If we assume that the bus captain is the sole breadwinner of the family, the maximum income of $3,500 still places the household in the bottom 20% income group. In comparison, the average monthly household income of the 2nd decile and 3rd decile are $2,985 and $4,290 respectively.
Furthermore, if we assume a household of 4 persons (2 children), the average monthly household income per household member is also in the bottom 20% ($3,500 / 4 = $875). In comparison, the average monthly household income per household member of the 2nd decile and 3rd decile are $780 and $1,080 respectively.
It is sad to see that the average Singaporean bus driver, if he/she is the sole breadwinner and after all the overtime and performance incentives, can only look forward to a maximum income that still places his/her household in the bottom 20% income group.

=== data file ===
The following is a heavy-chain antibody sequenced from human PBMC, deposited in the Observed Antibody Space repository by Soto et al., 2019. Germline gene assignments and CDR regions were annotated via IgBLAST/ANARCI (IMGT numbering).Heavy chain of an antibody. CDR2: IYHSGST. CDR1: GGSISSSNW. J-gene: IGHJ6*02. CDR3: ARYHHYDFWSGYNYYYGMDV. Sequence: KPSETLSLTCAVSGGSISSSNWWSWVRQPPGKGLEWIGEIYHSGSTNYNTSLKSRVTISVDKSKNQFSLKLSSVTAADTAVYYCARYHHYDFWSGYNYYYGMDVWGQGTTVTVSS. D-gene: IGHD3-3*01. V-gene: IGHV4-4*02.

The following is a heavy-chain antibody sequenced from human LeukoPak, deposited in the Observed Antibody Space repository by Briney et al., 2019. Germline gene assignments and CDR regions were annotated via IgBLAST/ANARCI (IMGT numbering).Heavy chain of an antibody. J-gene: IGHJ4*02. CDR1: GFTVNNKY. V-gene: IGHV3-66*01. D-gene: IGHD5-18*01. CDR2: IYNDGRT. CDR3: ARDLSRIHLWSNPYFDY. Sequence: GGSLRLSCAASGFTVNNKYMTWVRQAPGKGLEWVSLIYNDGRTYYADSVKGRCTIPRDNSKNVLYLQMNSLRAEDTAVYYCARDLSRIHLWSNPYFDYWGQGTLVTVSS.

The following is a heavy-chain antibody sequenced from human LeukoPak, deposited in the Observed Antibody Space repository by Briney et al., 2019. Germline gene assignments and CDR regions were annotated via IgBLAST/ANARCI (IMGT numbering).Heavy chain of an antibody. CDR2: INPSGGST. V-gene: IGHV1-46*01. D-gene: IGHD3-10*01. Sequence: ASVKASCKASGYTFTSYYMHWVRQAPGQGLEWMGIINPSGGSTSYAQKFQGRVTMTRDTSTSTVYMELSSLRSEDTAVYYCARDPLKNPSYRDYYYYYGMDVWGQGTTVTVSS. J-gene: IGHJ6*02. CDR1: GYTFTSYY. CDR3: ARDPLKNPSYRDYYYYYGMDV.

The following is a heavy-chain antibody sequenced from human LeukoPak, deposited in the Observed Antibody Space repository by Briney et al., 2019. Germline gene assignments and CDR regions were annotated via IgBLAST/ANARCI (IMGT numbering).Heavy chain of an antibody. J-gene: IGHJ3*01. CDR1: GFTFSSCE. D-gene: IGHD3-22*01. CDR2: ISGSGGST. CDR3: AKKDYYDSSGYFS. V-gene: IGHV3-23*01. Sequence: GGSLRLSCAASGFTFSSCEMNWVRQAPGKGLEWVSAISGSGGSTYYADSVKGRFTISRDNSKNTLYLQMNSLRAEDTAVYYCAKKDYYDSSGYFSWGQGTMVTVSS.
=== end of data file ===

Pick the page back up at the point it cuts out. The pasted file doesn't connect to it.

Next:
Is this progressive? In May last year, SMRT announced an upward revision of the basic monthly pay of its Singaporean bus drivers by 35 per cent to S$1,625, which the company said would enable them to take home an average of about S$2,500 each month after factoring in overtime, allowances and incentives.
What about the current wage adjustment?
What is the base salary now?
Only if SMRT reveals the current base salary and other remuneration details, can we do a fair analysis.